By Noviar Andayani
March 22, 2019
[Note: this is the second in a series of blogs by WCS (Wildlife Conservation Society) staff celebrating “Women in Conservation” in recognition of Women’s History Month]
When I came home to Indonesia in the early 1990s after two years studying in Uppsala, Sweden, I had only one dream — to become a world leading scientist in the cyto-taxonomy of birds. I wanted to unravel the chromosomal diversity that led to the evolution of hundreds of species of birds in Indonesia.
As a young girl who was very passionate about the diversity of life, I saw my future looking through the lens of a microscope to study the fascinating number and structure of their chromosomes. Nothing else interested me at that time.
Looking back, I see how naïve and selfish that thought was. My longtime passion for the biodiversity, the burning question about how life came into its many different forms, which I had had since my first years at the university, surely could not be answered by looking only at chromosomes. It’s methodologically impossible and scientifically silly. Fortunately, I did not live under this delusion for long.
I shifted my interest from trying to understand how life diversified to how to preserve the diversity of life. This shift did not come from a realization that cytogenetics had gone out of fashion. Rather, I had an opportunity to link both subjects under a relatively new discipline at that time — conservation genetics — through an invitation to join a prestigious training program at the Smithsonian Institute in 1992.
This training, followed by a series of intensive training sessions at Columbia University, changed my life in many ways. For one, I became more aware of the need to preserve as much genetic diversity as possible in order to save life. Secondly, I realized how much I loved the idea of saving species. I could not wait to apply all the complicated concepts of population genetics and molecular evolution to the real world.
“As a young girl, I saw my future looking through the lens of a microscope to study the number and structure of living things’ chromosomes. In time, I shifted my interest from trying to understand how life diversified to how to preserve the diversity of life.”
Of course, when I came home, I saw that conservation practices were not always what I felt they should be. I was surprised to learn that I was often the only person in a meeting or seminar who understood concepts like an evolutionary significant unit. Instead, practices were focused on how to stop deforestation and how to convince people around protected areas not to encroach or kill wildlife. Genetics was too sophisticated for this, with very little value to the real world.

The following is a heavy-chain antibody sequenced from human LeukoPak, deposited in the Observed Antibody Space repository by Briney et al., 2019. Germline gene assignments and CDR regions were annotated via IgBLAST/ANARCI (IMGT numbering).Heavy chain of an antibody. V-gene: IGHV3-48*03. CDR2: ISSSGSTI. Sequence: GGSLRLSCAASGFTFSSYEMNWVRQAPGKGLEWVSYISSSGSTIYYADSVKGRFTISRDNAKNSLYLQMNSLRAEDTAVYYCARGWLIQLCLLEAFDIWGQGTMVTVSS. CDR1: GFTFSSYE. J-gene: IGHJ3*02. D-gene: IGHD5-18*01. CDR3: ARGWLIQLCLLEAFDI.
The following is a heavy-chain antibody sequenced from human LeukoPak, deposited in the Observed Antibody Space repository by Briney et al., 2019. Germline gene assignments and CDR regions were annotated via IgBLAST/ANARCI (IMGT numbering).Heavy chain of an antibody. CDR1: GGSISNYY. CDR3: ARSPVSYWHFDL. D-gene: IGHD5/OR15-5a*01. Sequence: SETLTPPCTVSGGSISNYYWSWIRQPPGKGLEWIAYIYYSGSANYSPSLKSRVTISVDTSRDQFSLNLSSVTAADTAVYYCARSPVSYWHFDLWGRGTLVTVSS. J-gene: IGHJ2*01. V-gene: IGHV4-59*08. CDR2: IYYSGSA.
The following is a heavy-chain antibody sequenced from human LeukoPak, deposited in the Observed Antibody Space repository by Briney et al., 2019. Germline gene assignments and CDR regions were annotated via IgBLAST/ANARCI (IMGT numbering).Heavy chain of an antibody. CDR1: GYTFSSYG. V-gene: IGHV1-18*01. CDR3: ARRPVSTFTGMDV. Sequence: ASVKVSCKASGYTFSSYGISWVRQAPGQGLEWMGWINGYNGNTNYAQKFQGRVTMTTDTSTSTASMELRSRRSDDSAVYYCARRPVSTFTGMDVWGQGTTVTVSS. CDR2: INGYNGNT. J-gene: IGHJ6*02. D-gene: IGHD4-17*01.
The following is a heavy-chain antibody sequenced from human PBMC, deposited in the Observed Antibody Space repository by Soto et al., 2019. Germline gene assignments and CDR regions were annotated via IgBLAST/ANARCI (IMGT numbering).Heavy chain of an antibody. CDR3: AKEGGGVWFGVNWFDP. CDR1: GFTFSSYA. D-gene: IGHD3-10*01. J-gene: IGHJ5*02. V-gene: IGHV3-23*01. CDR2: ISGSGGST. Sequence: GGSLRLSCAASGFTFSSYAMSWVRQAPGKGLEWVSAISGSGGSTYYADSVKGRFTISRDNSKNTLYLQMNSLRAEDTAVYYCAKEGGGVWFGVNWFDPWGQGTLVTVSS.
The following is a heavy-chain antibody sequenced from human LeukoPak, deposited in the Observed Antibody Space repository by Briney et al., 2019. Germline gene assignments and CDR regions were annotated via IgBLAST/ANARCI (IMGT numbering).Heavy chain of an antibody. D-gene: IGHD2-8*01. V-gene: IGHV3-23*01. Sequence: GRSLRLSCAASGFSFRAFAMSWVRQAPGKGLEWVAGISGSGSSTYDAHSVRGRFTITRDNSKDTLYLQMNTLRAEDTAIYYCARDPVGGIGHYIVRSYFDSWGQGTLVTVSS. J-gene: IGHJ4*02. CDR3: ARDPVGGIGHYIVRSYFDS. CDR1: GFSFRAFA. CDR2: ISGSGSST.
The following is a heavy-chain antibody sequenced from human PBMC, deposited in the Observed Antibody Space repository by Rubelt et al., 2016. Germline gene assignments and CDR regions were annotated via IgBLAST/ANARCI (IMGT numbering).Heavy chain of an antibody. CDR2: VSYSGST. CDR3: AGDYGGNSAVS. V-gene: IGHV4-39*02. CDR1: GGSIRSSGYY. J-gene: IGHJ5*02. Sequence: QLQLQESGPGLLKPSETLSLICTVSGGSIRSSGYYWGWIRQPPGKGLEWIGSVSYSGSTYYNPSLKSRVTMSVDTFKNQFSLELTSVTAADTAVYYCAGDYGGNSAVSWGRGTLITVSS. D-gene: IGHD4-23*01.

Still, the hours I had spent in the lab were not a waste. They changed me, helping me see that I wanted to save species. At the time I came up, there was also a long-needed push to diversify the voices at the table, including the debates and discussions outside the lab. There was greater openness to a woman such as myself who was also an Indonesian passionate about genetics and the history of life.
I took with me that hierarchy of attitudes, that I was a woman, an Indonesian, and a scientist, when I joined WCS in 2003. With no experience working for an NGO before, I had to rely on my training and my senses as a woman. I had to be objective, focused, and open-minded and lead a team of the most talented and passionate wildlife conservationists in Indonesia.
While we are continuing our long-standing tradition of ‘muddy boots’ interventions on the ground — and in the water — to support the government in protecting wildlife and its habitats, we are also working to generate stronger political support for wildlife conservation in Indonesia.
The word ‘passionate’ is a key here, because it is our collective passion for wildlife — the tigers, the elephants, the maleos — that has driven the growth of our country program. As the Country Director, I have learned to be a coach, and sometimes even a mother or a big sister, to the team.
This type of leadership works for us and I believe our team’s passion contributes immensely to its success. Maybe the fact that many of our staff are my former students plays an important role too. Now the list of the wildlife we would like to save grows longer to include many more species, both big and small, on land and under the sea.
This year will mark 16 years of my incredible journey with this great team and under a wildlife conservation organization I believe in. Over those years, the WCS Indonesia Program has grown tremendously, not only in the number of staff and the size of the landscapes and seascapes where we work, but also in the comprehensiveness of our approaches and interventions.
While we are continuing our long-standing tradition of ‘muddy boots’ interventions on the ground — and in the water — to support the government in protecting wildlife and its habitats, we are also creating new innovative interventions to generate stronger political support for wildlife conservation in Indonesia.
One of the newest is to use the power of genetic technologies to save our priority species. The benefits of such technologies are many, including allowing for a more efficient human-wildlife conflict mitigation program, corridor and meta-population design, effective law enforcement, and trade monitoring.
As a trained geneticist, this DNA-based approach has personal meaning to me, as well. I have had to wait 16 years before investing in this strategy. And while some might say that’s too long, I believe the wait was necessary. Now, I’m just excited to see how this and other innovations bring us closer to preserving the diversity of life.
Noviar Andayani is Country Director for the Indonesia Program at WCS (Wildlife Conservation Society).